‘It is perfectly true, as the philosophers say, that life must be understood backwards. But they forget the other proposition, that it must be lived forwards.’
– Søren Aabye Kierkegaard, Journals IV A 164 (1843)
Teenagers often believe that they are the first humans ever to have discovered sex. The world-altering swells of feeling and emotion—or the seeming opposite of being let down by the whole experience—feels as revolutionary to each of us as any human walking on the moon.
I love this about us as human beings. Each of us is the first me to discover sex, the first to be wowed and underwhelmed and intimate, the first to have this body and this mind and this experience. Our first encounters with living, actual sex (in all of its big and small forms) are so different from hearing about it from friends, classes, or screens.
This distinction between lived experience and hearing about something is not unique to sex—far from it, really—and paying attention to this distinction between knowing and doing is one of the quickest ways to hear what Søren Kierkegaard has to teach us. ‘Knowing something’ is good and important, but it really only happens after it’s over (and only then with reflection, conversation, and struggle).
We don’t encounter life that way; we fumble and trip and stumble into the awareness that comes not from concepts but from living and doing. We think we know how to drive at thirteen, and our imagining it only slows us down when we try to learn the feel of gears and brakes. We think we know how to parent, but long, sleepless nights show us how much we still need to learn. We think we know how to cook until we first fry an egg. We learn so much from our books and concepts, but some parts of being human require lived experience. Our ideas from ahead of time can even get in the way.
One of Kierkegaard’s enduring gifts to us— and a reason why the Church commemorates his life today— is a painstaking writing out and thinking through this difference between knowing and doing. His approach makes him incredibly hard to summarize because his books are experienced as much as read. If I were to tell you (*spoiler alert!*) that Harry Potter defeats Voldemort, I have revealed nothing. The wisdom of J. K. Rowling’s series comes from reading it. It comes from following Harry’s growth as a person and friend who finds what he needs to stand against evil in the only way it can truly be beaten—with compassion, perseverance, support, and sometimes sacrifice.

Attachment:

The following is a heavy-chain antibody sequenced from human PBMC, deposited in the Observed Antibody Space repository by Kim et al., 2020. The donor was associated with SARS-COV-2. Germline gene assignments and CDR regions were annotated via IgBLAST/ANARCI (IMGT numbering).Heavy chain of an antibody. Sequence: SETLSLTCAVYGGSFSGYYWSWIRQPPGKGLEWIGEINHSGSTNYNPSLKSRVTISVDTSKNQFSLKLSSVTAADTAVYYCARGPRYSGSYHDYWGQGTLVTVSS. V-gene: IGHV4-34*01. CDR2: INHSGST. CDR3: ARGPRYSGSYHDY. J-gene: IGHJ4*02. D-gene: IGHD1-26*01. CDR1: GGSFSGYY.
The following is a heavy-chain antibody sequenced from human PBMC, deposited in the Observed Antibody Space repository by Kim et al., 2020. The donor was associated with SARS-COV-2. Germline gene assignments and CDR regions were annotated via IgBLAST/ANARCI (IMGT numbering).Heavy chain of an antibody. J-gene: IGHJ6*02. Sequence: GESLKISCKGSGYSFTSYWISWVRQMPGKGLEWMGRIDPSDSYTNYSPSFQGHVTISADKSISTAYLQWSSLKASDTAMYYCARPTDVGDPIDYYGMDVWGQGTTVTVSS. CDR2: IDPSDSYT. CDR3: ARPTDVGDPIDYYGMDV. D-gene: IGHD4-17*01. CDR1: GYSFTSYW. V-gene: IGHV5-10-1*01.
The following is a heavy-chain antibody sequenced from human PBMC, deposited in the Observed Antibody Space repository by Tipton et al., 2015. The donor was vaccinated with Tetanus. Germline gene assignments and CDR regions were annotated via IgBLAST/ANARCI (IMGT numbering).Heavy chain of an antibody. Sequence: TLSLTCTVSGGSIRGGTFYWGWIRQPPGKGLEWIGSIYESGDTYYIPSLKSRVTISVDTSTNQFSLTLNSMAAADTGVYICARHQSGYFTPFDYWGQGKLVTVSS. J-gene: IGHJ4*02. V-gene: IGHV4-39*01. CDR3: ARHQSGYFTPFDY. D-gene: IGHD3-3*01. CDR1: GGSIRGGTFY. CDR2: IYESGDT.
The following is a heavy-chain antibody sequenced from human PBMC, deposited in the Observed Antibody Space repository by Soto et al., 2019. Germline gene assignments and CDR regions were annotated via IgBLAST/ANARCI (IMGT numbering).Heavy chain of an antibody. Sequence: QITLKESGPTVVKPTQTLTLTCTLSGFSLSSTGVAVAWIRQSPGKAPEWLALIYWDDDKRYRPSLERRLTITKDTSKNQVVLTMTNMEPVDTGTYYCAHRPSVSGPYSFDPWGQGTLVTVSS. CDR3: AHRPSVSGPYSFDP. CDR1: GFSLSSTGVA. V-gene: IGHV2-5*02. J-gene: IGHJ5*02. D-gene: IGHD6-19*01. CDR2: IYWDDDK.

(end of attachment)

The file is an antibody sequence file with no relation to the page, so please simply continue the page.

Kierkegaard’s books work this same way. He often takes on a dramatic persona to write them and he performs them for us. If this sounds intriguing, pick up Fear and Trembling, which I think is a nice place to start. It begins with a thought experiment of what doesn’t happen during the Binding of Isaac in Genesis. He wants us to think and also feel about whether our sense of right and wrong should sometimes take a backseat to faith, but that question can’t be answered with an aphorism because it’s not a theoretical question. It is, he wants to say, your child on that sacrificial altar; that feeling must guide our reflection. It has to be experienced, and Kierkegaard draws that out.
Kierkegaard’s point about the difference between a living, existential wisdom and a heady, conceptual knowledge matters at least as much for us as it did for his era in the mid-19th century. It’s easy to notice that life is increasingly reduced to tweets, status updates, and tiny icons that express my feelings for me. It’s not all bad, probably, but it’s a crap architecture for making sense of world-shattering events that are common to us all—love, sex, and death, for starters, but probably also loneliness, ecstasy, and joyful expectation. Faith only occasionally expresses itself in sound-bites, and the bible itself notes that each generation is going to need to renew the covenant in its own way, and that old wine won’t fit in new wine skins. Faith requires living wisdom, courageously and painstakingly worked out. We can’t know our faith in advance; we have to live, reflect, grow, and keep living.
In the same way that each of us is the first person ever to discover sex, each of us is also the first person ever to discover God. We need to cherish that in one another, cultivate it, take it seriously. We have so much to share, so much to teach one another about the wisdom we have lived.